OBJECTIVE: Develop an innovative set of physics-based software tools and models to predict both prompt and late time electro-optical/infrared (EO/IR) signatures associated with the debris cloud generated after a missile intercept. The models should be fast-running, should address current and future missile intercept scenarios covering anticipated altitudes and closing velocities, and should be grounded in the critical physics interactions and phenomena. DESCRIPTION: As the Ballistic Missile Defense System (BMDS) continues to mature through the Phased-Adaptive Approach (PAA), a key priority in the development process is the ability of the system to effectively defend against raid scenarios. Successful BMDS operation in raid scenarios relies upon a robust kill assessment capability at both radio and optical/infrared (EO/IR) wavelengths. The wide variety of threats, engagement conditions and sensor viewing geometries dictate the need for a robust modeling and simulation capability in this area. Although many advances have been made in the modeling of radar signatures for post-intercept scenes, the EO/IR scene has presented a greater challenge due to its dynamic intensity range, environmental dependencies and varied phenomenology. Standard first-principle, finite-element modeling approaches experience practical difficulties due to limitations on the element size that can be explicitly modeled in these calculations. Specifically, IR flash signatures are generally dominated by particulates in the micron size regime whereas most finite element models achieve a resolution of order cm or mm. The proposed solution should overcome these obstacles, and remain scalable, massively parallel, and provide rapid turnaround. The debris prediction tool should be driven by first principle numerical modeling techniques and anchored to existing test data. Calculated post-intercept thermal signatures should reflect debris temperature, mass, surface geometry and emissivity. The required tools should calculate the heat generated in target and payload debris due to warhead impact and any subsequent reactions of high explosives that make up the payload. PHASE I: Assess state-of-the-art tools and techniques for simulation of EO/IR emission and temperature profiles of post-impact target debris. Propose new approaches that would address identified deficiencies in existing codes. First-principles simulations that validate the fast running models are encouraged. A critical component of this phase is determining the best general approach to the simulation of heat generated from warhead impact and payload reactions, and the EO/IR radiation emissions that result. The culmination of Phase I would be a work plan for implementing proposed approaches for simulation of late-time thermal signatures of post-impact target and warhead debris. PHASE II: Create numerical tools based on approaches identified in Phase I. This would include the algorithm and code development necessary to simulate temperature profiles and EO/IR signatures for propagating, evolving post-impact debris. Interactions with ambient material and the effects on the EO/IR signatures must be addressed. Demonstrate new algorithms using hypothetical intercept scenarios to show more clearly resolved lethal volumes. Validation will be done using existing MDA flight test data. The numerical tools produced in the stage must meet the requirements of being scalable, massively parallel, and offer quick turn around and analyses of flight test missions. Phase II validation work will be classified. PHASE III: These simulation tools will be used to provide direct guidance to flight test mission execution and BMDS sensor development and performance testing. Specifically, these tools would support pre-test mission planning to include range safety and sensor performance estimates, post-flight reconstruction activities, performance assessments of EO/IR BMDS sensors for realistic threat engagements, and integration with the MDA simulation architectures (e.g. SSF and DSA). DUAL USE/COMMERCIALIZATION POTENTIAL: Space Situational Awareness programs could benefit from this technology. This development effort would provide a fundamental improvement to an array of physics base simulation techniques, including heat generation due to high velocity impact, and coupled multi-body IR emission. Modeling of industrial processes such as welding, spray, sputtering deposition would also benefit from this topic"s simulation development effort. REFERENCES: 1) Jean, B., and Rollins, T. L.,"Radiation from Hypervelocity Impact Generated Plasma,"AIAA J. 8(10), 17421748 (1970) 2) Lawrence, R.J., Reinhart, W.D., Chhabildas, L.C., & Thornhill, T.F.,"Hypervelocity Impact Flash at 6, 11, and 25 km/s", in Shock Compression of Condensed Matter 2005, eds. M.D. Furnish et al. (AIP)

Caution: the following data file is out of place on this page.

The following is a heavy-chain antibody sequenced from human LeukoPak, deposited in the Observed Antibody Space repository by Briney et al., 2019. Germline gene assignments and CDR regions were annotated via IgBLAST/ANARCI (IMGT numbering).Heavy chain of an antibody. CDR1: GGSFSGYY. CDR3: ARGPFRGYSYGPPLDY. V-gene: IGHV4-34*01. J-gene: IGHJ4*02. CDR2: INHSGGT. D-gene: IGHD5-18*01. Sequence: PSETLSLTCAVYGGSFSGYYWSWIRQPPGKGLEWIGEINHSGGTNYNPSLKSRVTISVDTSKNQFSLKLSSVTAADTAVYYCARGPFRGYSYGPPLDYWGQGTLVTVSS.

Human-in-Control (HIC) Modeling